Last week Chris Chapman and I did a presentation in Waterloo at the PMI-CTT Annual Symposium. For the past 5 years I have done numerous presentations at conferences and other professional events each year. Things have always gone well (although I’ve looked back at some of my earliest presentations and I’ve come a long way). My reviews have always been good, and doing this work brings me a great deal of fulfillment.

After the presentation in Waterloo I think Chris described it best when he said “it’s as if we farted and they were only tolerating us to be polite”. I know some great and experienced speakers who have a presentation fall on it’s face. Johanna Rothman blogged about it. So did Jason Little. But this was different as now it happened to me! How could this happen?!?!

When I drove away from the venue I was thinking “man we sucked”! What on earth happened? I’ve been fortunate in five years of public speaking to not have such a complete flop.  Was it the audience … maybe they weren’t sophisticated enough? Was it the conference … was the environment just not ready for this message? Was it the mood in the room where we didn’t set things up right? 

I’d ask you to think about this story. How would it serve us if we operated from a position of shame, blame or justification? I always believe “the show must go on”, so we could even live in a state of obligation but to what end? The above reactions first of all prove we’re human but living in those states would mean our next experiences would likely smell equally as bad.

The good news is we are choosing to not operate in such fashions. Chris and I are working on changing the presentation. We know what we want to change and we look forward to rocking the place the next time!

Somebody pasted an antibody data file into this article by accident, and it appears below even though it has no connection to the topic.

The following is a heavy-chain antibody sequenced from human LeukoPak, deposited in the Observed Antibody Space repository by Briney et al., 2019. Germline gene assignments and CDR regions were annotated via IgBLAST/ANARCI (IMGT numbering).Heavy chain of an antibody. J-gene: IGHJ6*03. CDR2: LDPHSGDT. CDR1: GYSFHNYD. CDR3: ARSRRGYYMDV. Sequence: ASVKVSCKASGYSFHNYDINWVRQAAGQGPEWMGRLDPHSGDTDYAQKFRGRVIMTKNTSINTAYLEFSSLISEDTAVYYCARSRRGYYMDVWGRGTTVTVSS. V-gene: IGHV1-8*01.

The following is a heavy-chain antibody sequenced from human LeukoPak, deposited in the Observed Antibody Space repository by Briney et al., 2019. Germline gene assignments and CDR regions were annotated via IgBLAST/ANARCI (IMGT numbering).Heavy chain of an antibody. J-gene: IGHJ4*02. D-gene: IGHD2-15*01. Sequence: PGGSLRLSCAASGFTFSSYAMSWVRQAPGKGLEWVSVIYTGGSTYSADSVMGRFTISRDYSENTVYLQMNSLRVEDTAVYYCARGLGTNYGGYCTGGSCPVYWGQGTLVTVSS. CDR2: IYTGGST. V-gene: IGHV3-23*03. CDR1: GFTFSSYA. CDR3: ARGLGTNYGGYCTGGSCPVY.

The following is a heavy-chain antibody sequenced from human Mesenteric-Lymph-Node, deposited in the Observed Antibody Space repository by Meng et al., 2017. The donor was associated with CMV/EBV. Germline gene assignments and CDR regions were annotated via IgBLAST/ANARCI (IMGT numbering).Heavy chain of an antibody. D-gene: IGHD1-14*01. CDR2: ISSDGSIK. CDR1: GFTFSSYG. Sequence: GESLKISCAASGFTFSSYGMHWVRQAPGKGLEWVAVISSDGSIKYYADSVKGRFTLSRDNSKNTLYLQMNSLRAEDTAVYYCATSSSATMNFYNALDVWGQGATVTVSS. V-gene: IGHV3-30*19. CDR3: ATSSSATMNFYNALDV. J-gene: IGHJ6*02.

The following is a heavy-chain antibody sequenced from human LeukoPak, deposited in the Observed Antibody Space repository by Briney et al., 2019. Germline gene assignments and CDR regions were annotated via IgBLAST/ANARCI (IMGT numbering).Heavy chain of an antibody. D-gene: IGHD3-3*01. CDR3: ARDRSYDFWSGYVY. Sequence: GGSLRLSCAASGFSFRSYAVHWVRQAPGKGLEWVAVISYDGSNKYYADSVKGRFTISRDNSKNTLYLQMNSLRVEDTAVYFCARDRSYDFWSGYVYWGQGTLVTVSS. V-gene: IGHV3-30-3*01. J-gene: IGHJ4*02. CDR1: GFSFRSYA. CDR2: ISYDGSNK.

There’s little comfort in having such a failure when you know other much smarter people have paved this pathway for us. We are going to pick ourselves up, dust ourselves off, and go out there and do it better the next time. As humans we learn faster when we fail.  Our failures only make us stronger! 


When you’ve experienced a failure anywhere in your life, and you find yourself upset and churning about because of it … stop! Take a step back from the situation and look to see how you’re responding. Are you:

  • Blaming something/someone?
  • Justifying the failure due to some circumstance out of your control?
  • Sitting in shame, perhaps ready to quit trying?
  • Trying to move forward out of an obligation of some sort?

If you can see yourself in one of these states … congratulations! You have taken the first step to a better outcome as you are at least aware. Now move yourself into a state of responsibility and take charge!

What will you do with your failures?



Building Great Teams

Building Great Teams

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